Researchers at the University of California, Irvine may have discovered a gene that contributes to poor driving. Millions of people are now saying to themselves, "I knew it!," while another, certainly smaller, contingent are nervously Googling genetic testing centers.
The genetic excuse may be a valid one, according to the test's results, but it's still a bit on the early side to declare the findings conclusive. Testing 29 people, 7 of whom were known to have a certain gene variant, the UCI study found that those with the variant performed worse from the start, had a harder time learning and remembered less after a break from driving.
Testing involved a computer-simulated track with "difficult" turns and curves that participants drove 15 laps around before taking a four-day break and repeating the test.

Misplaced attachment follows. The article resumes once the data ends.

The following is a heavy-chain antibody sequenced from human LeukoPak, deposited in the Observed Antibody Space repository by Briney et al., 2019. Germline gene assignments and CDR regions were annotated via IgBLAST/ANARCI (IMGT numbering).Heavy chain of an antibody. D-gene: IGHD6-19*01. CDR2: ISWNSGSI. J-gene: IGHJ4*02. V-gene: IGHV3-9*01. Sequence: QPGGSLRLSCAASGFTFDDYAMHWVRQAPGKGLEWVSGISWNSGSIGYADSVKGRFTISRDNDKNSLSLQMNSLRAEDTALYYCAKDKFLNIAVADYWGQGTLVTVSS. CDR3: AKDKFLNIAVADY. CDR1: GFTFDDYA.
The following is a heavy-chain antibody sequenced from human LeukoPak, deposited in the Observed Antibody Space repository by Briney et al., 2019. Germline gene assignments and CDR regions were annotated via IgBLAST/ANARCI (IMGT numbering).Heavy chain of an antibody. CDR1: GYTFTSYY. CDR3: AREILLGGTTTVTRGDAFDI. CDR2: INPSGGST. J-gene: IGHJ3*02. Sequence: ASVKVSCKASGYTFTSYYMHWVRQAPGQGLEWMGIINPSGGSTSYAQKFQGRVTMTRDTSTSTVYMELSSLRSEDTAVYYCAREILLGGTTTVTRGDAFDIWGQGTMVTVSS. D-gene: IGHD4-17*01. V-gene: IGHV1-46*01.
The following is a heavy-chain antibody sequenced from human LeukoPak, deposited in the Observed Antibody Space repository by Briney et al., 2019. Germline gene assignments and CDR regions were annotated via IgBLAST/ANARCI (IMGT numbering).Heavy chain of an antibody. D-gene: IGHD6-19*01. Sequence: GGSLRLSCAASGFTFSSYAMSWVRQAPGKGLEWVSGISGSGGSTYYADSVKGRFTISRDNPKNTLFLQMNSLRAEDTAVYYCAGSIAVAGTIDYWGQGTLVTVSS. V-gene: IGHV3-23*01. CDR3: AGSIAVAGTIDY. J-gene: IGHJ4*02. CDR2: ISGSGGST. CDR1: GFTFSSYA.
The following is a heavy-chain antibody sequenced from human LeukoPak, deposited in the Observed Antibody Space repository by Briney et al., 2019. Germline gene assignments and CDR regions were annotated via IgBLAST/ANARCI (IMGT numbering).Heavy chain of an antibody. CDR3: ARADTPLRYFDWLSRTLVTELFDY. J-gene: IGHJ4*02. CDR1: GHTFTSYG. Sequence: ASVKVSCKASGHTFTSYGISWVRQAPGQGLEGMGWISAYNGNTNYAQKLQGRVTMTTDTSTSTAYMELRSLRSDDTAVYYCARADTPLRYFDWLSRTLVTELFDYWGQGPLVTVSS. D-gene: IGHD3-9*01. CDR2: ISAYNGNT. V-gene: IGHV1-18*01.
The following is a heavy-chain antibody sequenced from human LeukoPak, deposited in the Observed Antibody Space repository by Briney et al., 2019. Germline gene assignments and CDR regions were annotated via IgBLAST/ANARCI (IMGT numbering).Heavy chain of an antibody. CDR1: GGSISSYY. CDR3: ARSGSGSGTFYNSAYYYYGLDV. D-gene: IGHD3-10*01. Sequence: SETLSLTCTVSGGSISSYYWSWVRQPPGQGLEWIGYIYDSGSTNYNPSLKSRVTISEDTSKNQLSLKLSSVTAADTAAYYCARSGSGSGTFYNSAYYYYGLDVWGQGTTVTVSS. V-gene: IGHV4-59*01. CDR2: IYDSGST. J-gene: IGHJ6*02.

The researchers were actually surprised that the data showed such a clear difference between the drivers with and without the gene variant. Driving is, after all, a complex set of motor and neurological skills, building on innate ability with learned behavior. So finding what may be a single factor that influences driving so clearly could be a breakthrough.
On the other hand, with such a small sample size and limited testing procedure, the results will require further validation and study before anything truly meaningful can be made of the gene variant.
For more technical details, you can catch the official press release at the link below.